WordCamp Europe 2013, Leiden

The Pragmatic team has just returned from WordCamp 2013 in Leiden, the Netherlands. Before the weekend’s experience starts to fade, here’s our takeaways.

Matt Mullenweg at WordCamp Europe 2013
Matt Mullenweg at WordCamp Europe 2013

It’s all about WordPress

  • If you think WordPress powering 20% of the world’s websites is impressive, you ain’t seen nothing yet. Matt Mullenweg is optimistic that open source software will power over 50% of the world’s websites within the next five years. Extrapolating from current market shares, that means the number of sites running WordPress over the next five years will at least double. That’s another 35 million WordPress sites. At least.
  • The WordPress industry is still immature. Whilst we’ve come a long way, the market is still growing and extremely fluid. There are plenty of significant niches that are yet to be filled or dominated. There’s a lot more on the way from the core WP software itself, let alone from plugins, themes and applications running the WP platform.
  • The most lucrative niche of large, enterprise clients is ripe for penetration.

It’s not all about WordPress

  • I heard time and again that the way to differentiate, succeed and grow a WordPress business isn’t by doing the best coding around, but by being the best at doing business. Most WordPress shops are relatively small and young. Agencies and enterprise are looking for solid WordPress agencies that have their shop in order: business terms, best-practice standards, effective comms and project management, service-level agreements. It’s time to get serious about the business of WordPress.
  • Smart WordPress businesses cooperate on tech but compete on business (phrased perfectly by Simon Dickson of Code for the People). Strengthening the WordPress ecosystem makes it easier for everyone to win more business.
  • Partnerships are key. Suppliers, collaborators and clients you can trust and work effectively with will strengthen your WordPress business. Relationships cannot be copied easily.

WordPress people are great

We met some inspiring people: global giants of achievement and thought. Everyone was approachable, open, friendly and accepting. I felt very privileged to spend time with you all – thanks.

A lot of them are really young. Andrew Nacin, WordPress’ lead developer is 25. 25. Many of the core contributors he leads are younger still.

WordCamps are really important

WordPress is a distributed community so getting face to face with peers, influencers and competitors is really valuable. You can go a long way with chat, email, blogs and forums. You can get a lot further with a pint of beer and a comfy pub.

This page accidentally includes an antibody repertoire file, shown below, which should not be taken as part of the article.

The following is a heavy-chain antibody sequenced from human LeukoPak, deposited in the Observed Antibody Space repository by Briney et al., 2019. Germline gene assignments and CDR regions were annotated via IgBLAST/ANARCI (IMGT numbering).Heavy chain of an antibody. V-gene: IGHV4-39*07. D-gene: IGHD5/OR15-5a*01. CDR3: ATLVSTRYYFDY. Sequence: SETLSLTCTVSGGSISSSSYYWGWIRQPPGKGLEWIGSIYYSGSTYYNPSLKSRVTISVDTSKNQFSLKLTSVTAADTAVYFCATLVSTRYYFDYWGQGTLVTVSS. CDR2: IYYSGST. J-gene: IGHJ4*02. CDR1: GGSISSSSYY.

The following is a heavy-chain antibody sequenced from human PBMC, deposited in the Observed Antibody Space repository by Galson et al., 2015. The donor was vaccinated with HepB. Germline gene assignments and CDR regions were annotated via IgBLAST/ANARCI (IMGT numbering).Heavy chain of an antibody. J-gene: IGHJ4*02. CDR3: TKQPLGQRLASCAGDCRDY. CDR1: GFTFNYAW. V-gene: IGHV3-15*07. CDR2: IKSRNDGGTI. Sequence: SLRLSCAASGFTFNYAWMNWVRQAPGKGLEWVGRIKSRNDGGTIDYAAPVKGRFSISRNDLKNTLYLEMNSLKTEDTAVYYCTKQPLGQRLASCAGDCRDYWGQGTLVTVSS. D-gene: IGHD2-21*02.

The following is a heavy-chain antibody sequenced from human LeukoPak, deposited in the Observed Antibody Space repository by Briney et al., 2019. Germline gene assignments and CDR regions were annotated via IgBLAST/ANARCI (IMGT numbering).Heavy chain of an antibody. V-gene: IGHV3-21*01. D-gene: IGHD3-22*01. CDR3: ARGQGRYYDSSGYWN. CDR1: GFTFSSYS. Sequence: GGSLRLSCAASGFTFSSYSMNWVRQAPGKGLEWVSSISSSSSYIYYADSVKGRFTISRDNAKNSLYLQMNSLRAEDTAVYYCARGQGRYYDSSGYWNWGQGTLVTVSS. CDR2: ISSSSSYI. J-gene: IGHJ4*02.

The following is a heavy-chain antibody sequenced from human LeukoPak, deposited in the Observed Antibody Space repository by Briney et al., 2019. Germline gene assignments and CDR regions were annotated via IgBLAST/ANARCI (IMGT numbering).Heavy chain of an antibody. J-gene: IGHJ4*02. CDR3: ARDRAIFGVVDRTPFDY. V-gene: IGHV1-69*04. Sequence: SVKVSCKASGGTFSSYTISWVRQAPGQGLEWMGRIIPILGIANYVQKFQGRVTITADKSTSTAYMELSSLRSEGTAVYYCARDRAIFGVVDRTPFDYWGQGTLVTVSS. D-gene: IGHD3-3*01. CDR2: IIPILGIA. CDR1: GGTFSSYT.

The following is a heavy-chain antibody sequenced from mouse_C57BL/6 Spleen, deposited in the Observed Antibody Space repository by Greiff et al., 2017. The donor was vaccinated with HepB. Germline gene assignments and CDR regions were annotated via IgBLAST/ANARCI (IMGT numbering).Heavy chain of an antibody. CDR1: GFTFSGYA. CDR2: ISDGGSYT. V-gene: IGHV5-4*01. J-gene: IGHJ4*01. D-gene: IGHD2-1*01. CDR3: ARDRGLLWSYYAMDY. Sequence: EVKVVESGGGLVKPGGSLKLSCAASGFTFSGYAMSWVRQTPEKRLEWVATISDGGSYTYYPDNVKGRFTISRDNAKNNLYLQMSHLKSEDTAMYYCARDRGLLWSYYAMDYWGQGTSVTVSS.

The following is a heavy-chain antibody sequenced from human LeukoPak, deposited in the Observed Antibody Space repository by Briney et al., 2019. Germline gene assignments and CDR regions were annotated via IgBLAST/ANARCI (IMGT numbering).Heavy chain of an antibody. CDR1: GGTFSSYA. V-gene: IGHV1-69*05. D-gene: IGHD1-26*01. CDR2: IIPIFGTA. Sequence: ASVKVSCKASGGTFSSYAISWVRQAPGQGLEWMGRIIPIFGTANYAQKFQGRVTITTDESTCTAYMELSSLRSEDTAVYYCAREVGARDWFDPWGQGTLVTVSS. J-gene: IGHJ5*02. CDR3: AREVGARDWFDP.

Leiden is nice

Leiden is _really_ nice.

Victory of the commons means victory for all

Yoast gave the final talk of WordCamp, talking about the victory of the commons – or how to avoid the tragedy of the commons. He talked about the importance of looking after the commons – of contributing and using the resource wisely, but also of the importance of using it for individual benefit. He talked about the optimal situation being when every individual does what’s best for themselves, and the group – the need to balance contributing to and profiting from WordPress.

Some find it easy to use WordPress for their own benefit without contributing, others love contributing but find it much harder to ask to be paid for their time, energy and ideas. Both are dangerous for the commons – only by contributing and profiting in balance will the community achieve a sustainable and resilient equilibrium.

Wifi is important

If you’re running a tech event, stress-test the WiFi first. The WordCamp Europe organisers did an amazing job of organising but the WiFi let the event down as so often happens at tech events. I feel like the event and contributor day would have been even more valuable with effective internet connections.

So what does this mean for Pragmatic?

  1. We’re even more positive about the future of WordPress and the future of Pragmatic. We’re going to become a world-class agency and to ride the WordPress wave.
  2. We’re going to contribute more to WordPress as part of our normal business strategy.
  3. We’re going to go to more WordCamps and I aim to talk at one soon.
  4. We’re going to try to put on a WordCamp in Brighton next year.

See you at WordCamp London.

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